Bronson Methodist Hosp.
v.
Mich. Assigned Claims Facility

This case is not covered by Casetext's citator
STATE OF MICHIGAN COURT OF APPEALSNov 16, 2017
No. 317866 (Mich. Ct. App. Nov. 16, 2017)

No. 317866

11-16-2017

BRONSON METHODIST HOSPITAL, Plaintiff-Appellant, v. MICHIGAN ASSIGNED CLAIMS FACILITY, Defendant-Appellee.


UNPUBLISHED Kalamazoo Circuit Court
LC No. 2012-000600-NF ON REMAND Before: BECKERING, P.J., and BORRELLO and GLEICHER, JJ. PER CURIAM.

Bronson Methodist Hospital filed suit against the Michigan Assigned Claims Plan (MACP) in an attempt to obtain discovery into whether its patient, Cody Esquivel, was entitled to have his medical claims assigned by the MACP to a no-fault insurer. The circuit court summarily dismissed the action and sanctioned Bronson for filing a frivolous lawsuit, but we vacated those orders. See Bronson Methodist Hosp v Mich Assigned Claims Facility, unpublished opinion of the Court of Appeals, issued February 19, 2015 (Docket Nos. 317864, 317866) (Bronson I). The MACP filed an application for leave to appeal in the Supreme Court. The Supreme Court held the application in abeyance pending its decision in Covenant Med Ctr, Inc v State Farm Mut Auto Ins Co, 500 Mich 191; 895 NW2d 490 (2017), and later vacated our opinion and remanded for reconsideration in light of Covenant. See Bronson Methodist Hosp v Mich Assigned Claims Facility, 500 Mich 1024 (2017).

Based on Covenant's conclusion that a healthcare provider has no independent cause of action against a no-fault insurer to collect benefits due to a patient, Covenant, 500 Mich at 195, and this Court's subsequent determination that Covenant applies to a healthcare provider's claims against the MACP, W A Foote Mem Hosp v Mich Assigned Claims Plan, ___ Mich App___; ___ NW2d ___ (Docket No. 333360, issued August 31, 2017), lv pending, slip op at 6, Bronson agreed to withdraw its appeal in Docket No. 317864, challenging the summary dismissal of its assignment claim. The sole issue before this Court in the remaining appeal, Docket No. 317866, is whether the circuit court's sanction order should stand. Given the state of the law and the parties' knowledge of the facts at the time Bronson filed suit, no sanctions should have been imposed. We reverse.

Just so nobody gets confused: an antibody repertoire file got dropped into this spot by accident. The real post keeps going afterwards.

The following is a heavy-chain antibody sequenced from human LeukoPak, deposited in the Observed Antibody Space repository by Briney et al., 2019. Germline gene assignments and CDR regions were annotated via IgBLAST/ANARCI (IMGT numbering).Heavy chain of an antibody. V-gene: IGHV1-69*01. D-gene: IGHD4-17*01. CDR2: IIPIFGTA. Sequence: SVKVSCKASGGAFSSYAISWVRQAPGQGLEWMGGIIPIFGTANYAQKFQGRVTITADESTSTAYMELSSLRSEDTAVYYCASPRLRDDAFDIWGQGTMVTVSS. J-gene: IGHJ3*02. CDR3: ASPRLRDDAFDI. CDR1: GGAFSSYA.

We review for clear error a trial court's determination whether a claim was frivolous such that sanctions are warranted. Bronson Health Care Group, Inc v Titan Ins Co, 314 Mich App 577, 585; 887 NW2d 205 (2016). The circuit court imposed sanctions pursuant to MCR 2.625(A)(2), which provides: "In an action filed on or after October 1, 1986, if the court finds on motion of a party that an action or defense was frivolous, costs shall be awarded as provided by MCL 600.2591." MCL 600.2591, in turn, provides:

(1) Upon motion of any party, if a court finds that a civil action or defense to a civil action was frivolous, the court that conducts the civil action shall award to the prevailing party the costs and fees incurred by that party in connection with the civil action by assessing the costs and fees against the nonprevailing party and their attorney.
* * *

(3) As used in this section:
(a) "Frivolous" means that at least 1 of the following conditions is met: